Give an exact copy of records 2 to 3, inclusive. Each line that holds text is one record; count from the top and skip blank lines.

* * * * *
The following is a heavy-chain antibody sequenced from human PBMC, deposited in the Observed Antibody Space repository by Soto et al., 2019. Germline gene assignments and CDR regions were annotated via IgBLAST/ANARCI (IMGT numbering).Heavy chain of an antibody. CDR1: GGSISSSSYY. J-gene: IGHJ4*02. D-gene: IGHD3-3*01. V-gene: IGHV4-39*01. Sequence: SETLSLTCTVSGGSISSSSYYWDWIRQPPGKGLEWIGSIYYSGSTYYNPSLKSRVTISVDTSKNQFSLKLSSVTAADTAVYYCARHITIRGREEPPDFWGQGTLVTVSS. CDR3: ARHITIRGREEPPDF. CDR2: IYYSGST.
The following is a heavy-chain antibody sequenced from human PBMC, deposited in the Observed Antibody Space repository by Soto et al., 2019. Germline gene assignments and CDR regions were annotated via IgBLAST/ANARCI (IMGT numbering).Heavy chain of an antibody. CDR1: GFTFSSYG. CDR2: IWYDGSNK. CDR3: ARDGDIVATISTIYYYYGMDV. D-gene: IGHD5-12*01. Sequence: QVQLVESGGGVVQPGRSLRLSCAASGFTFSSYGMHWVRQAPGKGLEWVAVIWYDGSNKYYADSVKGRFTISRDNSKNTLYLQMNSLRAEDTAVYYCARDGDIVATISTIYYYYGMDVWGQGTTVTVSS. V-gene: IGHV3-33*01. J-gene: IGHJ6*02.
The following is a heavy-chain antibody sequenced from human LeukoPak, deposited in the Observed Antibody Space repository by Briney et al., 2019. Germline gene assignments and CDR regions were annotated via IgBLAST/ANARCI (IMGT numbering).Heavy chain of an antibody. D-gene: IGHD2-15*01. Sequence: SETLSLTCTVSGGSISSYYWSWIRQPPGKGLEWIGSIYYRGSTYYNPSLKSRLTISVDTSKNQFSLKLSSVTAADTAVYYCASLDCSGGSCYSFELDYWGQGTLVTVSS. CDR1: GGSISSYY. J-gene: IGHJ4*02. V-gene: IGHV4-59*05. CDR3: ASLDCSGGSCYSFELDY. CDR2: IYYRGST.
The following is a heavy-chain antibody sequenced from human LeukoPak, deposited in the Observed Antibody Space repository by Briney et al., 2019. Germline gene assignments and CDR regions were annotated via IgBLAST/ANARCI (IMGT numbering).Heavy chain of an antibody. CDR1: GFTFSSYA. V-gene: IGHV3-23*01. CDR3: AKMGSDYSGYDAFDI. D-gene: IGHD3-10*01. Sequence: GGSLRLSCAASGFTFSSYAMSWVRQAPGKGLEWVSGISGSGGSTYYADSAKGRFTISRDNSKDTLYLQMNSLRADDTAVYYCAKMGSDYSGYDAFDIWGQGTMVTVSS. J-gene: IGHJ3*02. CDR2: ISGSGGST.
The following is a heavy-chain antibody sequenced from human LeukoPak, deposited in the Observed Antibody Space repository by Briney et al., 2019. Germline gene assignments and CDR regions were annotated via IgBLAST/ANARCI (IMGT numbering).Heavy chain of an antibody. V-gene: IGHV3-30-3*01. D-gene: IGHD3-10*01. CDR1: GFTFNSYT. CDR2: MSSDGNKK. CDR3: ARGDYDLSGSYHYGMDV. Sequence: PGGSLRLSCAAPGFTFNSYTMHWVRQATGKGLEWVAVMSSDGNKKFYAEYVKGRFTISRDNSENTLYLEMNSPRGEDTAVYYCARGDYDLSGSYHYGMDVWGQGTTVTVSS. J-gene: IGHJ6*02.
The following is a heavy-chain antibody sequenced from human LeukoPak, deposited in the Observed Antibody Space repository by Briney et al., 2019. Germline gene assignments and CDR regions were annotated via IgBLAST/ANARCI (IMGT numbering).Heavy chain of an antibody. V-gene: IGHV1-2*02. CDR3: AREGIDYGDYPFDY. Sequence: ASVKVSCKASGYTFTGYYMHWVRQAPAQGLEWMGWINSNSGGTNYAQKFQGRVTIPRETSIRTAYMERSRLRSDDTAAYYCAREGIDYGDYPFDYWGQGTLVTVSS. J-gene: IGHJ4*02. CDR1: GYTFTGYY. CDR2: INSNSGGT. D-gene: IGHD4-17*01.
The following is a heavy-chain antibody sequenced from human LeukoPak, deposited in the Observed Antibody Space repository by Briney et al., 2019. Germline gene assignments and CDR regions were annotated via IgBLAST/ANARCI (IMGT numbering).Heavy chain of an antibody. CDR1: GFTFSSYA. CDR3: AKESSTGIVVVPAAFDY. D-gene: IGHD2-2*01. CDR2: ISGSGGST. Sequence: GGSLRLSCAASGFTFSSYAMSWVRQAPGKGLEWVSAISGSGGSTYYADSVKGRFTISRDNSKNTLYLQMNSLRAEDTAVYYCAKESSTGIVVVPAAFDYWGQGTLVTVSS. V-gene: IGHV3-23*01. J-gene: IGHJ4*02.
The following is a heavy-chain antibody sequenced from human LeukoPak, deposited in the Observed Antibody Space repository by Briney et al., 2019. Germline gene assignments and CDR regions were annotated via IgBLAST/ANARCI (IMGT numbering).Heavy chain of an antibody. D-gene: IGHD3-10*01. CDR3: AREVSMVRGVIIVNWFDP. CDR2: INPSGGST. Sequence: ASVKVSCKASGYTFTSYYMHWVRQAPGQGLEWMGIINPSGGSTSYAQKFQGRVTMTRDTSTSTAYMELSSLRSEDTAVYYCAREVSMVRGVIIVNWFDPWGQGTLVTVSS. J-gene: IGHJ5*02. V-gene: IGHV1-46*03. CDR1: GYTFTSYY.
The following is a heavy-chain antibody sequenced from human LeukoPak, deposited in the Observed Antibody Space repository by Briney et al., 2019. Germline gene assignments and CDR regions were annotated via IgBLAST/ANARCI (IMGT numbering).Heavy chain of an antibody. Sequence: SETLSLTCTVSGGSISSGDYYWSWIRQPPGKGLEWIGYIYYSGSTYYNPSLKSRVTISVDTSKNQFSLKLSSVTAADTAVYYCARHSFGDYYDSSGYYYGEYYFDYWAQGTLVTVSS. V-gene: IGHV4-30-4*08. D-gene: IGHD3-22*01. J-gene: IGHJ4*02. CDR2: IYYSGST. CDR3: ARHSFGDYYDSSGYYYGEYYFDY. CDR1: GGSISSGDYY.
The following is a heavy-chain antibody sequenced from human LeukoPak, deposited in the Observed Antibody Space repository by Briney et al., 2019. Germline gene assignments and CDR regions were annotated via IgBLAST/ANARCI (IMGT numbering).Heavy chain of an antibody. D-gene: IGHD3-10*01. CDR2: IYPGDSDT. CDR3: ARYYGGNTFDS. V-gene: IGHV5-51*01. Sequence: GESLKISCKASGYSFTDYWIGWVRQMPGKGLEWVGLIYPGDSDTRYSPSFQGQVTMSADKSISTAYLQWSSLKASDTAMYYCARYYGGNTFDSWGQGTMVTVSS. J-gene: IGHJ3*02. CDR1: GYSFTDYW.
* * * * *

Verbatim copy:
The following is a heavy-chain antibody sequenced from human PBMC, deposited in the Observed Antibody Space repository by Soto et al., 2019. Germline gene assignments and CDR regions were annotated via IgBLAST/ANARCI (IMGT numbering).Heavy chain of an antibody. CDR1: GFTFSSYG. CDR2: IWYDGSNK. CDR3: ARDGDIVATISTIYYYYGMDV. D-gene: IGHD5-12*01. Sequence: QVQLVESGGGVVQPGRSLRLSCAASGFTFSSYGMHWVRQAPGKGLEWVAVIWYDGSNKYYADSVKGRFTISRDNSKNTLYLQMNSLRAEDTAVYYCARDGDIVATISTIYYYYGMDVWGQGTTVTVSS. V-gene: IGHV3-33*01. J-gene: IGHJ6*02.
The following is a heavy-chain antibody sequenced from human LeukoPak, deposited in the Observed Antibody Space repository by Briney et al., 2019. Germline gene assignments and CDR regions were annotated via IgBLAST/ANARCI (IMGT numbering).Heavy chain of an antibody. D-gene: IGHD2-15*01. Sequence: SETLSLTCTVSGGSISSYYWSWIRQPPGKGLEWIGSIYYRGSTYYNPSLKSRLTISVDTSKNQFSLKLSSVTAADTAVYYCASLDCSGGSCYSFELDYWGQGTLVTVSS. CDR1: GGSISSYY. J-gene: IGHJ4*02. V-gene: IGHV4-59*05. CDR3: ASLDCSGGSCYSFELDY. CDR2: IYYRGST.